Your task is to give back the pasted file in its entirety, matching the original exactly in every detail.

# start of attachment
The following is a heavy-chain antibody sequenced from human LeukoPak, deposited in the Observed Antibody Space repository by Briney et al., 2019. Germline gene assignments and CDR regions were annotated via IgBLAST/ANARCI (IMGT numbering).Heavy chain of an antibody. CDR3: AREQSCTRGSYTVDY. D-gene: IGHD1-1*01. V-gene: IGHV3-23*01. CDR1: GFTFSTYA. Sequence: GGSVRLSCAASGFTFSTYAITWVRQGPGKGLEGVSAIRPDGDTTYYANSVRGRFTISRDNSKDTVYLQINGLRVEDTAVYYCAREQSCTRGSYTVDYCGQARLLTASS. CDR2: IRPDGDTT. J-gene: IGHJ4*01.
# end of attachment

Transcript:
The following is a heavy-chain antibody sequenced from human LeukoPak, deposited in the Observed Antibody Space repository by Briney et al., 2019. Germline gene assignments and CDR regions were annotated via IgBLAST/ANARCI (IMGT numbering).Heavy chain of an antibody. CDR3: AREQSCTRGSYTVDY. D-gene: IGHD1-1*01. V-gene: IGHV3-23*01. CDR1: GFTFSTYA. Sequence: GGSVRLSCAASGFTFSTYAITWVRQGPGKGLEGVSAIRPDGDTTYYANSVRGRFTISRDNSKDTVYLQINGLRVEDTAVYYCAREQSCTRGSYTVDYCGQARLLTASS. CDR2: IRPDGDTT. J-gene: IGHJ4*01.